You are here

Ovid’s Phaethon and Failed Cosmic Vision

Ashley Simone

Columbia University

In this paper, I consider the philosophical and political implications of Phaethon’s visual responses to two artifacts made by Vulcan in Book 2 of the Metamorphoses: namely, the doors of the solar palace and his father’s divine chariot.

Book 2 of the Metamorphoses opens with a cosmic art object: the doors of the palace of the sun (Met. 2.5–18), which are engraved (caelarat Met. 2.6), a word which plays on the sky caelum as art object) with a picture of the universe that mirrors the cosmos portrayed at the beginning of Metamorphoses 1.1–88. But, as we learn in Book 1, humans differ from other creatures and ap- proach the divine by looking at the stars (os homini sublime dedit caelumque videre/ iussit, Met. 1.85–6), and it is this sort of cosmic viewing that Phaethon fails to do. As he enters the solar palace, he passes by the doors’ cosmos-in-miniature, instead focusing on an art object of a different sort: namely, the chariot, which he beholds with wonder (miratur, Met. 2.111).

Vision has ethical and philosophical import, and indeed, as Schiesaro (2014) has demonstrated, Ovid’s Phaethon episode is philosophically charged: Phaethon’s cosmic journey polemically en- gages De rerum natura, in which the good Epicurean—like Epicurus himself—roams the heavens with his mind to come to understand the world as solely material, without divine design. The cos- mic worldview Lucretius rebuts is Aratean, as Gee (2013) has shown, in which, crucially, the cosmos is a divinely designed work of art.

Yet Phaethon neither looks upon the artificial cosmos (the doors) nor the cosmos itself. Upon reaching the cosmic climes, he closes his eyes (Met. 2.181). His failure to view the cosmos recalls the Timaeus, in which the philosopher tunes his mind to the cosmos by beholding the stars with his eyes, for which reason vision is the most important sense (Pl. Ti. 47a–b) (Nightingale 2018). Yet, from the very beginning of his quest, Phaethon gazes upon the lesser art object (the chariot) instead of a greater one (the cosmos), substituting an inferior glory for a heavenly one. And, as we learn in the Timaeus, a generated paradigm is no replacement for an eternal one.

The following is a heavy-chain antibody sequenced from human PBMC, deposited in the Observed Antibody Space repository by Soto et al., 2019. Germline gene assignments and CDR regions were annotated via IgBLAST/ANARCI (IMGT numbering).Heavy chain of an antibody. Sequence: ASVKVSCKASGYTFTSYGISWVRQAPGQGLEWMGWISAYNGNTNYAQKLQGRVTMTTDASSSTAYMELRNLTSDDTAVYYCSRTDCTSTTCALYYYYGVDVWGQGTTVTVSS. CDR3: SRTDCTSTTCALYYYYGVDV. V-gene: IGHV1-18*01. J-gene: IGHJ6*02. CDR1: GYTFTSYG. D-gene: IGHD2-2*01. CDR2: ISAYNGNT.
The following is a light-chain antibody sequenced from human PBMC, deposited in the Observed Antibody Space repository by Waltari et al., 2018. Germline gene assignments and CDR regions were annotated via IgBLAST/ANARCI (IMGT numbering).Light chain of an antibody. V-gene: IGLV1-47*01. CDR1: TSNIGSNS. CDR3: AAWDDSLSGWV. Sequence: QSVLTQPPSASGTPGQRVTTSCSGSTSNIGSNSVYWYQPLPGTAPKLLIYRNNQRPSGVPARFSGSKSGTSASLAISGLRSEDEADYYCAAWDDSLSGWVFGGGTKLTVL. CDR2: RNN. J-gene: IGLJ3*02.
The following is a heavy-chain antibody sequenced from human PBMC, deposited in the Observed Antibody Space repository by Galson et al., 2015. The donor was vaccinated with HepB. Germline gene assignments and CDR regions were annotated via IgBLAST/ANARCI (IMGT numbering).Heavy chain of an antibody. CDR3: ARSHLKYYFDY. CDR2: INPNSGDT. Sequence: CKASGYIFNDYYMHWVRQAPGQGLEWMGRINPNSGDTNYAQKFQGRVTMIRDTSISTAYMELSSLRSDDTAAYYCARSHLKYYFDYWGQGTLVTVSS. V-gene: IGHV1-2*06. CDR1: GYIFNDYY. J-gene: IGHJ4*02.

This substitution is a philosophical failure. Phaethon focuses on the chariot itself, a lesser good, which should be subordinated to the stars, a far superior beauty. In Plato’s Timaeus, Zeus takes each soul on a cosmic tour to see its star of origin in a divine chariot (Pl. Ti. 41e), which in Cicero’s Latin translation is a currus (Cic. Tim. 43), the same word that Ovid uses to refer to the Sun’s chariot (Met. 2.47, 74, 104, passim). But rather than a currus universitatis (Cic. Tim. 43) that leads to philosophic clarity, Phaethon uses the chariot for earthly ambition, I suggest: namely, the sort of divine honors a Roman statesman could achieve in a Triumph. And indeed, Phaethon is given such divine honors, including his solar crown (inposuitque comae radios, Met. 2.124), a sacred face paste (sacro medicamine, Met. 2.122), and most significantly, a chariot (quadripes ducunt, Met. 2.121), before beginning his cosmic voyage, which as Barchiesi (2009) has shown, is super- imposed on the topography of Rome itself. The divine status the statesman achieves in a triumph is subverted in Phaethon’s journey, in which he obtains death rather than deification. This cosmic disaster, however, I argue, is predicated upon Phaethon’s failure to view the cosmos as the good philosopher does in the Timaeus (in which the political and philosophical are connected). He car- ries his mind (fert animus, Met. 1.775, cf. 1.1) to heavenly things in order to obtain glory and renown, both of which are no substitute for philosophical stargazing.


Session/Panel Title

Ovid and the Constructed Visual Environment

Session/Paper Number


© 2020, Society for Classical Studies Privacy Policy